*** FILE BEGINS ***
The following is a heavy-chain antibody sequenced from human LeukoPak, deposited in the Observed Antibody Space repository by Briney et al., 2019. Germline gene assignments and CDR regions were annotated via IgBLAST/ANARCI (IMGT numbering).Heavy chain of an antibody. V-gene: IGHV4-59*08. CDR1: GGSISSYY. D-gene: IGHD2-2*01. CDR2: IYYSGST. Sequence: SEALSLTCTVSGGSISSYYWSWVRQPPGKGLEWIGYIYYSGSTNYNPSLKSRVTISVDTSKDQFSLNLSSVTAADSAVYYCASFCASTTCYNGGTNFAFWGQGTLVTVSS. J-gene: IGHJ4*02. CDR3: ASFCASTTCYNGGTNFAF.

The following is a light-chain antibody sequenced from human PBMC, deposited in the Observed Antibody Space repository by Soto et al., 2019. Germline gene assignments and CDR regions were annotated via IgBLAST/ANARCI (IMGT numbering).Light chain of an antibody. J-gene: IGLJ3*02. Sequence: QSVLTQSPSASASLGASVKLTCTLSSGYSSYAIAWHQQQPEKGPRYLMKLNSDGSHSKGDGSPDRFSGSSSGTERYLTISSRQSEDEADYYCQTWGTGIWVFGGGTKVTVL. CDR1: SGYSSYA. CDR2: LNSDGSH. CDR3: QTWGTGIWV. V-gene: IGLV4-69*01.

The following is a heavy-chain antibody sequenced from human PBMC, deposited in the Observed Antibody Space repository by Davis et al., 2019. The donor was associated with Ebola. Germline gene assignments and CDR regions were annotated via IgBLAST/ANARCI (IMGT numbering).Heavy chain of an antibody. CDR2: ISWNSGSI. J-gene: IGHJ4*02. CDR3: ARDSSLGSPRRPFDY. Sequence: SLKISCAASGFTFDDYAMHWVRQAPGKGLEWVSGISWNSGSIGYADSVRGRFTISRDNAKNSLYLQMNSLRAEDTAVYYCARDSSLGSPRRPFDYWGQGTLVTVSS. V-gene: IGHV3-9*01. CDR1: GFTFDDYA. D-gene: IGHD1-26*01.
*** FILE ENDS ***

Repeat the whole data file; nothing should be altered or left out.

The following is a heavy-chain antibody sequenced from human LeukoPak, deposited in the Observed Antibody Space repository by Briney et al., 2019. Germline gene assignments and CDR regions were annotated via IgBLAST/ANARCI (IMGT numbering).Heavy chain of an antibody. V-gene: IGHV4-59*08. CDR1: GGSISSYY. D-gene: IGHD2-2*01. CDR2: IYYSGST. Sequence: SEALSLTCTVSGGSISSYYWSWVRQPPGKGLEWIGYIYYSGSTNYNPSLKSRVTISVDTSKDQFSLNLSSVTAADSAVYYCASFCASTTCYNGGTNFAFWGQGTLVTVSS. J-gene: IGHJ4*02. CDR3: ASFCASTTCYNGGTNFAF.

The following is a light-chain antibody sequenced from human PBMC, deposited in the Observed Antibody Space repository by Soto et al., 2019. Germline gene assignments and CDR regions were annotated via IgBLAST/ANARCI (IMGT numbering).Light chain of an antibody. J-gene: IGLJ3*02. Sequence: QSVLTQSPSASASLGASVKLTCTLSSGYSSYAIAWHQQQPEKGPRYLMKLNSDGSHSKGDGSPDRFSGSSSGTERYLTISSRQSEDEADYYCQTWGTGIWVFGGGTKVTVL. CDR1: SGYSSYA. CDR2: LNSDGSH. CDR3: QTWGTGIWV. V-gene: IGLV4-69*01.

The following is a heavy-chain antibody sequenced from human PBMC, deposited in the Observed Antibody Space repository by Davis et al., 2019. The donor was associated with Ebola. Germline gene assignments and CDR regions were annotated via IgBLAST/ANARCI (IMGT numbering).Heavy chain of an antibody. CDR2: ISWNSGSI. J-gene: IGHJ4*02. CDR3: ARDSSLGSPRRPFDY. Sequence: SLKISCAASGFTFDDYAMHWVRQAPGKGLEWVSGISWNSGSIGYADSVRGRFTISRDNAKNSLYLQMNSLRAEDTAVYYCARDSSLGSPRRPFDYWGQGTLVTVSS. V-gene: IGHV3-9*01. CDR1: GFTFDDYA. D-gene: IGHD1-26*01.